Caring for the Ill and the Dying from A Distance

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IN 2012 my sister passed away from breast cancer. Days before she passed, my uncle flew back from Perth while my twin sister, who was working in KL at the time, crossed state borders to be by her deathbed.

Were her passing to have been in the time of Covid-19, all that would not be possible. Many have had to suffer that fate recently.

“I can only FaceTime with my father while he’s dying at home in Penang. I know he has just a matter of days left, but I’m unable to be by his side, holding his hand or to touch him," says Geena*, who is currently working in Australia.

Back home, Geena's family has been caring for her ailing father with the help of Charis Hospice. The hospice works with hospital teams to provide free home-based palliative care to patients with advanced illnesses. Before the pandemic, the nurses at the hospice regularly visited Geena’s family at home to assess her father's condition, control his symptoms, teach the family how to care for him, and provide psycho-social support for both the patient and their family. They also discussed end-of-life issues.

Dr. Oo Loo Chan.

The team has been a pillar of strength for Geena’s family. But since social distancing is now the new normal, the hospice has had to be creative in preserving the essence of palliative care. Face-to-face interactions have been drastically reduced and the team has had to be selective about home visits, while accelerating the use of telemedicine.

“Appropriate physical touch, like hugging, is such an important element of holistic care, not just for the patient but also for the grieving family. With the present situation, we now have to learn to reach out with our hearts, instead of our hands,” explains Charis Hospice’s medical director Dr. Oo Loo Chan. “My patients are a vulnerable subset. Right now, we don’t know who is asymptomatic with Covid-19, so they have to keep essential visits only to the hospitals and to manage as best they can with my team supporting them from afar."

Each day, the nurses would telephone the caregivers to provide support as much as possible, guiding them to anticipate and manage potential problems pertaining to symptom control and end-of-life care and, if necessary, arrange for sufficient medicine stock.

This may sound easy enough, but the reality is very different. “Talking about a loved one’s impending death over the phone, for example, can be very strange, unless you are skilled in the art of communication or have developed a good rapport with the family,” says Oo. “There are times when home visits are still conducted but with the necessary precautions taken, e.g. when the families are struggling with care or when emotional distress is overtly obvious.”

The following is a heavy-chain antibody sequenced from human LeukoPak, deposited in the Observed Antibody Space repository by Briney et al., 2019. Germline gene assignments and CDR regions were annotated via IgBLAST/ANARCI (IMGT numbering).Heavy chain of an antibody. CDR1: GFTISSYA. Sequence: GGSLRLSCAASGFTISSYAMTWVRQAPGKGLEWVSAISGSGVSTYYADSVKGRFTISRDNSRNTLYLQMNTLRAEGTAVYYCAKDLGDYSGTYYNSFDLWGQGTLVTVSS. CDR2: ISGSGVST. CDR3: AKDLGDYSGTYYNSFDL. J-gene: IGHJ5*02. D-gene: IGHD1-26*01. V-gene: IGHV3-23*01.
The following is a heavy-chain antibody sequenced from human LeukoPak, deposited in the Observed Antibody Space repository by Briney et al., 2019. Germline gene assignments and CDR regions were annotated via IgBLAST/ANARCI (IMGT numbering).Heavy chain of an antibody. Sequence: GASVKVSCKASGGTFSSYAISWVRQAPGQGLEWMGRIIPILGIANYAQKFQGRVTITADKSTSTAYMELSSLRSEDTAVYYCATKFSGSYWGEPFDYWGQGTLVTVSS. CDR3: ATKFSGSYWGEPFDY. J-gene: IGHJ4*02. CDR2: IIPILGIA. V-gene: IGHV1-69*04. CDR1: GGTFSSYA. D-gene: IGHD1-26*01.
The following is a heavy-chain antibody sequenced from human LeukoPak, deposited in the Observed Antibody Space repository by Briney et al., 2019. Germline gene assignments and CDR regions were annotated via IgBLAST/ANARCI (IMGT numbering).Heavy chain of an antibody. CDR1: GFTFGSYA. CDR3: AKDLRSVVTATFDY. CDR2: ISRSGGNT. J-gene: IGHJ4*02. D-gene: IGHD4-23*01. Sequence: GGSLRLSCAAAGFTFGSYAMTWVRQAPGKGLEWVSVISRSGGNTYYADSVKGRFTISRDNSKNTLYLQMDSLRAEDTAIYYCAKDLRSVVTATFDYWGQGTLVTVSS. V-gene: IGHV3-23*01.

Though Oo is sceptical about it fully replacing home visits, adopting telemedicine may have to suffice for the time being. “Changes or new symptoms are easily missed if we depend primarily on the caregivers or on the patient's assessment alone. Home visits are still essential in providing emotional support and for building rapport, which is key to our effectiveness.”

A nurse from Charis Hospice with a caregiver.

Still, there are multiple advantages to be had in fully embracing telemedicine. For one, time and petrol can be saved, but ultimately, “if we strengthen our skills in telemedicine, we are able to help patients and caregivers familiarise themselves, for them to grow more confident in using it.”

Oo says, “I believe all of us are mentally affected by the pandemic and by the Movement Control Order; and the longer this stretches on, the more wound up we will get. My patients are no exception. Access to medical supplies, or even their favourite food, may be limited. If they measure their quality of life by being able to venture out as and when they please, then naturally, they will be agitated by what they are losing.

“But there is a silver lining for the group of patients who prefer to spend their remaining days at home. For example, it is highly probable for them to have a home-death surrounded by their loved ones, provided their family members are not stranded out-of-state or abroad.

“However, passing in the presence of family members may be difficult if the patient is living in a nursing or a senior home, since these establishments are quite strict about who they let visit. If my patient is admitted to the hospital with suspected Covid-19 – thankfully we have none so far – then he or she will likely die in isolation. Funerals will be conducted on a small scale with a limited number of people in attendance.

“Does that make the grieving process more painful for family members who were not able to be with their loved ones when death was imminent? Yes, it is likely,” she says.

* The names of the interviewees have been changed to protect their identities.

Emilia Ismail is a freelance writer who has a love-hate relationship with the weighing scale.



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